Published Date: 2003-09-22 23:50:00
Subject: PRO/EDR> Undiagnosed deaths - India (Himachal Pradesh) (03)
Archive Number: 20030922.2385
UNDIAGNOSED DEATHS - INDIA (HIMACHAL PRADESH) (03)
A ProMED-mail post
ProMED-mail is a program of the
International Society for Infectious Diseases
Date: 20 Sep 2003
From: ProMED-mail <email@example.com>
Source: NDTV.com [edited]
NICD probes Himachal's mysterious fever
A high-level team of doctors from the National Institute of
Communicable Diseases (NICD) and Institute of Virology, Pune is
visiting Himachal Pradesh to try and identify a mystery disease which
has killed 10 people and caused serious illness to at least 60 people.
The doctors are travelling to Bilaspur, Hamirpur, Kinnaur and Rohru
-- the areas which have reported this mysterious illness.
"The symptoms can't be categorised. That's why we are calling it
fever or pyrexia of an unknown region or a mysterious disease," said
Dr Avdhesh Kumar, member of the NICD team.
The disease has been recurring over the past 3 years during the
monsoon season. While several people have succumbed to this disease,
so far doctors have not been able to find a diagnosis.
Its symptoms include high-grade fever, acute body ache, and headache.
A patient becomes unconscious before eventually succumbing to
multiple organ failure.
More than 30 people are being treated at the Indira Gandhi Medical
College (IGMC) hospital in Shimla. Some of them are responding well
"She first had fever, we gave her a lot of medicines and then got her
here from Kinnaur," said Ratan Singh, a patient's father.
"She has had fever for the past 10 to 12 days. We got her here from
Hamirpur. She's not eating anything. We can't understand what has
happened," said Amar Nath, a patient's relative.
A team of medical experts has visited Himachal Pradesh each time the
state has reported this mysterious disease. But an understanding of
the root of the problem has eluded them so far.
[By: Swati Maheshwari]
Date: Fri, 19 Sep 2003 07:35:41 +0200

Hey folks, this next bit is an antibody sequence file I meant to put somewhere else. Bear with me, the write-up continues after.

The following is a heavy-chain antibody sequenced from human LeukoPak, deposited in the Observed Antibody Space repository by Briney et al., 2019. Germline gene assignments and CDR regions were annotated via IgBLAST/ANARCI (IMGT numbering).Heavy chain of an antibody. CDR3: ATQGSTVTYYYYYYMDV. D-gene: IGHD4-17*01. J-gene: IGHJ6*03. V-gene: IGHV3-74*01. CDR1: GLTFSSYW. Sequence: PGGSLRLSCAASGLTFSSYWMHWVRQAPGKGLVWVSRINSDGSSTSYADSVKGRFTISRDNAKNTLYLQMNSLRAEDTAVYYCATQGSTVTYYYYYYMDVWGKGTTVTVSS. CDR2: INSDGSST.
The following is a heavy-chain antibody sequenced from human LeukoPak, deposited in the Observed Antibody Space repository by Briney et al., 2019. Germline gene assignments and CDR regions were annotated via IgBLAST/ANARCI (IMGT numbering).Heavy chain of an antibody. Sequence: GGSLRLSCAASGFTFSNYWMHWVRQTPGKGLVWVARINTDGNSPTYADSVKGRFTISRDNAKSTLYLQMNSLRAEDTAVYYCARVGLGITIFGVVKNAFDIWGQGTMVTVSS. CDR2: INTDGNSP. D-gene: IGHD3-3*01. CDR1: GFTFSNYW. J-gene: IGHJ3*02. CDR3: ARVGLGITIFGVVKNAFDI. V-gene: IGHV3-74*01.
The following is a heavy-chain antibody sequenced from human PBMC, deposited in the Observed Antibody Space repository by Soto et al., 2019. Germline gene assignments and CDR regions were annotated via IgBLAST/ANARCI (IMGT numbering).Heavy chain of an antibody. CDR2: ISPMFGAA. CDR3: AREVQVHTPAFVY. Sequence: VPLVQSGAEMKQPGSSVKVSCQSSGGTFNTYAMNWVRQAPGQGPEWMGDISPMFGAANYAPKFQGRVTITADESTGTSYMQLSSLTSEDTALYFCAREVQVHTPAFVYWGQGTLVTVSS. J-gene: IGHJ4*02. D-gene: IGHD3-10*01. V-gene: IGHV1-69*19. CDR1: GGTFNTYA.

From: Dr. S. Berger <firstname.lastname@example.org>
Source: GIDEON [edited]
[In the first posting there was a brief mention that one of the local
physicians suspected typhus might be the etiology of this outbreak.
Dr. Steve Berger has submitted the following background on Typhus in
India. - Mod.MPP]
GIDEON identifies 5 rickettsial diseases in India, with notes as follows:
Spotted fever: The local infection is known as Indian tick typhus,
and caused by _Rickettsia conorii_ (strain ITT). The etiologic agent
has never been isolated from patients in India; however, a spotted
fever group rickettsia was isolated in 1950 from a brown dog tick
(_Rhipicephalus sanguineus_). Spotted fever in India differs from the
Mediterranean form in that the rash is often purpuric, and an
inoculation eschar at the bite site is rarely found. The clinical
course is mild to moderately severe. Infection was diagnosed in a
French tourist returning from India in 1999.
Epidemic typhus Cases of epidemic typhus were previously reported
from hilly areas in the northwest. In 1968, a case of typhus was
reported in a traveler who returned to England from India. The
disease has not been reported in recent years.
North Asian tick typhus, Q fever and Endemic typhus are also thought
to occur in India. Epidemics of scrub typhus were previously reported
among troops stationed in the north and east, but have not been
encountered in recent years.
Dr. S. Berger
[Of note is the mention that this disease has been recurring in this
region for the past 3 years, each time in the monsoon season. The
clinical description is still rather vague, but the list of
possibilities would also include leptospirosis. We await more
information from authoritative sources. - Mod.MPP]